Top triathlete Kieran Doe has had an astonishing escape from career-threatening injury, after a horrific crash during yesterday's Tinman in Mount Maunganui.
Doe was taken away by ambulance after colliding head-on with Cambridge triathlete Cameron Holt halfway along Pilot Bay, as he was heading out for the last of four cycle laps in the CentralMed-sponsored event.
Both riders were hitting speeds of up to 40kmh when they collided, and while Holt escaped with grazing to his legs. There were serious fears Doe had broken both his left femur and left wrist.
Ambulance staff assessed and stabilised him before he went to Tauranga Hospital.
It wasn't until several hours after the accident, which happened shortly after 9am, that x-rays cleared Doe of any breakage, leaving him with a severe haematoma and a profound sense of relief.
"Even the nurses and doctors yahoo-ed when they saw it wasn't broken on the x-ray," Doe said.
"I thought it would be a matter of how many times it was broken, not if it was actually broken. It's a bit of a miracle really, considering the pain I was in and seeing my leg. It looked like the bone was sticking out the side.'' Doe admits his career flashed before his eyes.
"I was thinking if it was my femur, I know a few people who have broken them and it's anywhere between eight and 12 months and even then, some people don't fully recover."
Originally from Feilding and now in Auckland, Doe has strong links with Tauranga. He has become a firm crowd favourite after a series of heroic bridesmaid finishes in the Port of Tauranga half ironman, and recently joined Triathlon Tauranga.
His mum Pam now lives at the Mount, while local car dealer Absolute Autos is sponsoring him with a car.
The 25-year-old race favourite was leading when he crashed yesterday, having exited the water with Tauranga swim specialist Craig Stewart.
Stewart cut a devastated figure after finishing the race in sixth after hearing Doe's plight, as the dreadlocked star had shown outstanding sportsmanship as they came into the first transition.
"I was having trouble with my wetsuit and he slowed down and undid it for me," Stewart said.
"That's why it's so sad _ he helped me out and we were working together really well in the swim."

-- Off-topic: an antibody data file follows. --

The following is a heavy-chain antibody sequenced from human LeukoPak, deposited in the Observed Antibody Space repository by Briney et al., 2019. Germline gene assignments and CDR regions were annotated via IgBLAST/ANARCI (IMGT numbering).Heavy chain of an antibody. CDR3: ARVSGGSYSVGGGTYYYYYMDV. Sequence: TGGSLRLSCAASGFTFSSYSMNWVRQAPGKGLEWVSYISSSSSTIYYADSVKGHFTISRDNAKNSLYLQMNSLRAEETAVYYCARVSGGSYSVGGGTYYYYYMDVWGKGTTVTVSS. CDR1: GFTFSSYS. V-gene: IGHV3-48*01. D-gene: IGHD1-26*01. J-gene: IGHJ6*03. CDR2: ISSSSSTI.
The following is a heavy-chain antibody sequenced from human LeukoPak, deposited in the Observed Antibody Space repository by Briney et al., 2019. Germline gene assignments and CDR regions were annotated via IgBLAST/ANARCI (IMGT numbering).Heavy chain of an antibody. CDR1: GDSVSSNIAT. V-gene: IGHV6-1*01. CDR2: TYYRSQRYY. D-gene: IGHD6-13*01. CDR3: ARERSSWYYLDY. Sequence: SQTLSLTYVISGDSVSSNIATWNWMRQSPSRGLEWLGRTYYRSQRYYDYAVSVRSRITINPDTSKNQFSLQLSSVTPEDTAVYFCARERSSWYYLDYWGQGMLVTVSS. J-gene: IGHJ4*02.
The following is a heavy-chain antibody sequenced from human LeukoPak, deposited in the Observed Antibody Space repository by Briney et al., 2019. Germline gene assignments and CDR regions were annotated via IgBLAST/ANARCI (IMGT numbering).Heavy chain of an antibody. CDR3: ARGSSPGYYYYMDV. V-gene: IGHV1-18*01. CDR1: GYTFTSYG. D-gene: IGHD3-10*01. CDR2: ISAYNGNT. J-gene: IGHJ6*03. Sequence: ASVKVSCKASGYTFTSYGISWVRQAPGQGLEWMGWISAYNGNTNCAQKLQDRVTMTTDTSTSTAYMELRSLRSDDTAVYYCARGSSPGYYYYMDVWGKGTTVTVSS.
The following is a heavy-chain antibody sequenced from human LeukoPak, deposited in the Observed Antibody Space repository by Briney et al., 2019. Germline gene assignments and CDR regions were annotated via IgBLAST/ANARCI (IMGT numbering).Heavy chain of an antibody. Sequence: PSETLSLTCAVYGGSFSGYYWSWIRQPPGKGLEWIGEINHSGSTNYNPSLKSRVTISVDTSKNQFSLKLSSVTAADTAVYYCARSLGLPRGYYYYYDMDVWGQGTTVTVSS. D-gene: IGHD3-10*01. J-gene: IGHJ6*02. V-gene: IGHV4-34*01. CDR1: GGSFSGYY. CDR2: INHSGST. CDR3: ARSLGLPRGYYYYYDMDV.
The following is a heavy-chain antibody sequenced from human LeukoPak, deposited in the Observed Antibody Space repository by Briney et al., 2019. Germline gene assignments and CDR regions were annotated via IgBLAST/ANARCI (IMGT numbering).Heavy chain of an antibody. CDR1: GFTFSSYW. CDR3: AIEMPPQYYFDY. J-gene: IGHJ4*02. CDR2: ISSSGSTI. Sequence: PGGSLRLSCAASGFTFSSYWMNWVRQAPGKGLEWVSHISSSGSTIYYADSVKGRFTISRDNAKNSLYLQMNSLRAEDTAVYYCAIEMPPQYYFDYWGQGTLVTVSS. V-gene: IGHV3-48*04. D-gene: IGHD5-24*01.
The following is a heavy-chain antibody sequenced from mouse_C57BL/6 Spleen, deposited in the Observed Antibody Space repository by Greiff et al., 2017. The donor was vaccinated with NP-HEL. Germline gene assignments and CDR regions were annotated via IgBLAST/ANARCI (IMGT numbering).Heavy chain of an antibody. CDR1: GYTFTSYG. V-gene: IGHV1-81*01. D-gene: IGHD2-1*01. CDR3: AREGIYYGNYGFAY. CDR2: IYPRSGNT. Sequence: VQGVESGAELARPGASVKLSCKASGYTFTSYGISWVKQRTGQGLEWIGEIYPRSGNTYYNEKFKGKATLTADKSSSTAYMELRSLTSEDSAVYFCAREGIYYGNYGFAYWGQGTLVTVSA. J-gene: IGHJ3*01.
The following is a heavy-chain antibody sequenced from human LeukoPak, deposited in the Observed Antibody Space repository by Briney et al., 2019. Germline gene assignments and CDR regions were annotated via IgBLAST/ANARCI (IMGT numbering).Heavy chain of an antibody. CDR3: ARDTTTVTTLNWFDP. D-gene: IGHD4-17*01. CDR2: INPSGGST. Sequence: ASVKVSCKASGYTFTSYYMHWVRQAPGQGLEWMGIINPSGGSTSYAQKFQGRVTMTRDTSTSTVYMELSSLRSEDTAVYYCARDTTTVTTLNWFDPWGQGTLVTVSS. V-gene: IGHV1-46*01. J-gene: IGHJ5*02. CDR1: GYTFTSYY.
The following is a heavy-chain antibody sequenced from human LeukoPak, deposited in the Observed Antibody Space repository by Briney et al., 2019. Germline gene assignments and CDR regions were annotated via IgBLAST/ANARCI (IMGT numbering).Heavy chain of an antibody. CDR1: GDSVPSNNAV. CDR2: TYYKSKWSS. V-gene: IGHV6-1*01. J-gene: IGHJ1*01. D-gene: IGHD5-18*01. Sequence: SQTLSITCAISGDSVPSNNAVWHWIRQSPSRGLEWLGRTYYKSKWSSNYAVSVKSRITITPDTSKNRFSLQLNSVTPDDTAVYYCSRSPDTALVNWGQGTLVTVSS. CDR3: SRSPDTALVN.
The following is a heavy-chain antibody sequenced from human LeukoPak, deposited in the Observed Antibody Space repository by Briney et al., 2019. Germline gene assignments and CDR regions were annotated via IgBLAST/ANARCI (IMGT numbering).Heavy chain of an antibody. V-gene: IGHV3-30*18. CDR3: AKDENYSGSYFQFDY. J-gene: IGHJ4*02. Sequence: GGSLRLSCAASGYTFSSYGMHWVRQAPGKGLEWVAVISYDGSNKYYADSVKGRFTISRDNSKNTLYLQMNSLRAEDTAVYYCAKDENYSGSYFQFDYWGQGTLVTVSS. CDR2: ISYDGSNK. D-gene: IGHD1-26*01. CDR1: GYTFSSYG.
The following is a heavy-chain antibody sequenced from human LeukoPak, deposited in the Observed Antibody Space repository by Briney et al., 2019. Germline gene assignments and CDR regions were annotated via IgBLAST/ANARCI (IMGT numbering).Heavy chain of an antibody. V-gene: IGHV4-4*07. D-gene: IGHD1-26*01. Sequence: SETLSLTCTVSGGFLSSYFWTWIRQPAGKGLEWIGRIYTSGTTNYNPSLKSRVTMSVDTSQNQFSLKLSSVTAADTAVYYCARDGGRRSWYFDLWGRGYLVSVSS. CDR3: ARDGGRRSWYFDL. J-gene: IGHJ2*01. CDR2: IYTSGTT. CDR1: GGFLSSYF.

Stewart himself smashed his kneecap 18 months ago when a car pulled out in front of him on a bike ride, and knows how devastating such an injury would have been for Doe's season.
With the inaugural Queenstown Ironman coming up and a full season of big races, Doe will seek advice from medical staff in Auckland this week to see how long he'll be away from the sport, but it will be weeks rather than the months as first feared.
It was his first crash in an organised race and he admitted he was at fault.
"We were riding along and three guys swerved out in front of me on my side of the road and I had to swerve to miss them, and I crossed the centre line," he said.
Holt, a 21-year-old fromCambridge, was clearly shaken afterwards, but mostly concerned with Doe's injury.
"I just looked up and he was on my side of the road," Holt said.
"I swerved to my left and he swerved to his right and we both ended up meeting in the gutter. We were both on our aero-bars and had to look up and try and find our brakes before we could really do anything."
Taupo's Duncan Milne won the race, continuing his strong buildup to the half ironman next month, where he finished eighth last year.
"I'm absolutely rapt with that," Milne said.
"It was a buildup for the half in a couple of weeks and I knew my swim and bike would be OK but wasn't sure how my run was going to go. The swim was a battle but I just had to find my own rhythm."
The women's race was taken out by Rotorua's Amanda Westward, who won her age-group in the half ironman this year but didn't expect to do nearly as well yesterday.
"I would have been happy with a top-10 finish because last year the field was a bit stronger," Westward said. "I really didn't think I'd get top-three so I'm really pleased."